Books by José Ramírez

Released: Sept. 4, 2018

"A musical journey perfectly aimed at young readers' excitement to know what they will be. (author's note, bibliography, discography) (Picture book/biography. 6-11)"
From the three-way scrimmage among his great-aunt, his father, and his mother for the right to name him—his mother won—to his growth as a musician, Carlos yearns to hear the song of angels. Read full book review >
Released: Aug. 1, 2008

Quinito—of Quinito's Neighborhood (2005)—returns with a plethora of opposites as he escorts readers through his family's bilingual activities with Mami, Papi, little sister Clara and brother Juan. Readers learn his parents/padres have long hair/pelo largo, he has short hair/pelo corto, and hermanita Clara has almost no hair/casi no tiene pelo. While Quinito, Juan and Clara are young/jovenes, Grandpa and Grandma are old/son viejos. Some are neat/ordenado and some are messy/desordenado. Bold, bright double-page gouaches on textured canvas illustrate this cocoa-skinned Latino family inside and outside their home playing, working, reading, eating and finally retiring after a typical day. A dual text of English above an equally matched Spanish version will have preschoolers relating to the familiarity of Quinito's day and night activities, while children in a bilingual environment will appreciate the opposing features of each in two familiar languages. A glossary of bilingual terms summarizes all contrasting concepts. (Picture book. 3-6)Read full book review >
Released: Nov. 1, 2007

The author's love letter to his mother, a gentle, repetition of the words of a Latino lullaby, starts off with an image of a young boy too scared to fall asleep and a father remembering his own mother singing a beautiful song about a turtledove to him. The soothing "¡Cu-cu-ru-cu-cuuu!" of the dove helps all fall asleep, and the mother sings of the boy's guardian angel coming down to take the boy up to heaven to visit Papito Dios, el Padre Celestial, the Heavenly Father. The soft words are accompanied by strong illustrations of family bonds, Christian imagery and suns and moons with human features. Heavily outlined in black, the vivid, textured paintings have an eye-catching folkloric quality. The bland, sentimental bilingual text in English and Spanish may appeal to families seeking bedtime books with religious feelings. (Picture book. 3-5)Read full book review >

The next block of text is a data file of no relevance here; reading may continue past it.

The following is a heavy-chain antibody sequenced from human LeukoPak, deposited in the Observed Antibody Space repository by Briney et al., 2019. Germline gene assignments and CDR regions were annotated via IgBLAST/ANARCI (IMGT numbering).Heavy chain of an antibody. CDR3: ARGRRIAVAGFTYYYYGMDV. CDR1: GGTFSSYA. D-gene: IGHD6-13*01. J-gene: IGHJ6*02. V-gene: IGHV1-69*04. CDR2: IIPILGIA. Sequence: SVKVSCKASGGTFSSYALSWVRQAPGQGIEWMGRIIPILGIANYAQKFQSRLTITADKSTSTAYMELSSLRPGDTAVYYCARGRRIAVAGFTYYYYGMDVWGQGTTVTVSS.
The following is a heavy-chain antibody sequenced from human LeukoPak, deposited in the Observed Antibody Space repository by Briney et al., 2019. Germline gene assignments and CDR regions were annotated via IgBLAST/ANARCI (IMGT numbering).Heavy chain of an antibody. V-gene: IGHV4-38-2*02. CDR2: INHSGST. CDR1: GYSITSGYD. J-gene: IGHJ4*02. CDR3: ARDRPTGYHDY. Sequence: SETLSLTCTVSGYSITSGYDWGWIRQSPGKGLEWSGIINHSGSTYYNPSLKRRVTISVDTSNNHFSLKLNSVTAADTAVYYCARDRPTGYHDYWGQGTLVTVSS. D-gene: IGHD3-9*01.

Released: Sept. 1, 2005

Not so much a story as a small boy's introduction of his family members and neighbors, recounted as he makes his way down the street to school. Quinito's neighborhood includes signs in both English and Spanish, lots of small independent businesses and plenty of people who don't subscribe to traditional gender roles, including his father the nurse and his mother the carpenter. At every stop, Quinito knows someone and is sure of his welcome. Ramírez's acrylic-on-canvas paintings feature strong outlines, suggestive of woodcuts, exaggeratedly prominent faces and rich, darkly shaded colors. Not an essential purchase, but this will prove useful even so in curricular settings, when teachers and librarians are presenting units on community helpers and extended families. (Picture book. 3-5)Read full book review >
Released: May 31, 2005

In this amusing, and mildly scatological, pourquoi tale set during the "Spring of Creation," the animals discover a tiny hairless creature they have never seen before—the first human. As they debate what to do about it (the carnivores suggest eating it), the frog decides to rub its stomach—like its own mother used to do—to see if the creature does anything besides smile. Thus they discover the baby's special gift—farting. They conclude that the baby's purpose is to bring all the animals together with laughter and thus enters the pourquoi: Frogs croak and turtles are always on the move trying to spread the news, and armadillos roll into balls with laughter at the idea that anyone will believe the news when they hear it. Ramírez's rich color-saturated, stylized illustrations recall in some ways the artwork of Pacific Northwest tribes. Longer than most picture books, and perhaps too indelicate for read-alouds with younger audiences, this is perfect for second through fifth graders and their sometimes-crude sense of humor. (Picture book. 2-5)Read full book review >